Written by Matthew Gan, Director - Tax, KPMG
“For I was hungry and you gave me something to eat, I was thirsty and you gave me something to drink, I was a stranger and you invited me in, I needed clothes and you clothed me, I was sick and you looked after me, I was in prison and you came to visit me.” – Matthew 25:35-36
In Retreat Four of The NZ Leadership Programme, we were challenged around how we might create a more civil society – exploring deep topics such as ethics, values, current social issues, and who benefits in our country and who doesn’t. I feel more aware and alert to some of these issues now, but the scale and complexity of the problems threaten to overwhelm. That said, I am inspired by learning from the many people in our group (and beyond) that make a deep contribution to address some of the social issues that we face in this country.
Here are some snapshots of my memories from this Retreat:
Click. I am sitting in the darkness of the cabin of the plane, halfway to Auckland. I am a silent mixture of sadness and frustration. I have just finished reading the Family 100 Project: Demonstrating the Complexities of Being Poor: An Empathy Tool. If you have ever wondered what life looks (and feels) like for someone struggling to make ends meet in New Zealand, this is essential reading.
Click. I am standing in Griffiths Garden on a beautiful day in the Auckland CBD. The community flowerbeds provide an opportunity to peacefully garden in the city while the community fridge allows people to leave food for others. It is a perfect backdrop to explore social issues together. I am listening to a young student on her work break share her thoughts on some of the social issues that this country is facing from homelessness to mental health. I take heart that these are matters that the youth of today care about.
Click. I am receiving a glimpse of a wide range of social issues in a meeting room at AUT. Whether the postcode you grow up in impacts your life opportunities. The void that youth suicide leaves in our society. How trauma experienced in one generation flows down to impact future generations. The stories are real. The people matter. I am touched. I am moved. I am reminded that every voice counts.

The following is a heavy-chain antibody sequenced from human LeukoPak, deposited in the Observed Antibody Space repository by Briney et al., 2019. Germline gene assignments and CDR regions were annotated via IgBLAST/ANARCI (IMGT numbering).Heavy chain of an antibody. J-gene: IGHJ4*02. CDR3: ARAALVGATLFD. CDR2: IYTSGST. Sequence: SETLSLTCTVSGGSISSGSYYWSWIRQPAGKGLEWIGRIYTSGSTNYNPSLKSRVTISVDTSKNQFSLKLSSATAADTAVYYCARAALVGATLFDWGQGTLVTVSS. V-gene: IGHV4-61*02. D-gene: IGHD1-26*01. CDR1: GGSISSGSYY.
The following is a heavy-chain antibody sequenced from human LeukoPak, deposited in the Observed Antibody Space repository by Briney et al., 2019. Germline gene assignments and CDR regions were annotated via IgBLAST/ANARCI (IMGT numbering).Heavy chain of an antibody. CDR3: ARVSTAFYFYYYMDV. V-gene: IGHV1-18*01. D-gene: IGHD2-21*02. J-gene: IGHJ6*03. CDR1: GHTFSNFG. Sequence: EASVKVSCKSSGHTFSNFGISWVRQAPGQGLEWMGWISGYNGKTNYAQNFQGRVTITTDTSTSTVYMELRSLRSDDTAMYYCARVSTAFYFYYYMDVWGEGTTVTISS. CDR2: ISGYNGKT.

Click. I am sitting in a communal space at AUT. Pat Snedden is sharing some of his thoughts and experiences in humbly and powerfully advocating against institutional racism. Pat asks us to look around – our group represents something of the ethnic diversity of New Zealand. “You can be the vanguard of shift and change if you choose to be.” I am challenged.
Click. I am lying on the floor at home post-retreat. I start watching the K Road Chronicles: Stories of Homelessness. Six (the journalist-narrator) recounts how she used to sleep under a New Zealand flag to reduce the risk of someone urinating on her while she slept. Gloria (a homeless sex worker) shares how she has told young girls that sex work isn’t something that you want to get into – that you think that it doesn’t affect you, but it does. I am confronted by the tough circumstances that people find themselves in – that what can seem like a choice is not a choice at all.
One month has passed since Retreat Four, and I still don’t know what to make of it. Or perhaps, more accurately, what I can do to help in some small way.
If you look up the word ‘civil’ in the dictionary it says ‘courteous and polite’. But somehow that doesn’t seem enough. Yes, I want to live in a society that is courteous and polite. But I want something more than that. You see a polite society can still be a cold society. And we need more warmth, more kindness, and more (dare I say it) love. But it isn’t (and won’t be) easy.
“If I have an apprehension in New Zealand at the moment, it’s not because we’re not smart enough. It’s because we’re not courageous enough.” – Pat Snedden (2017)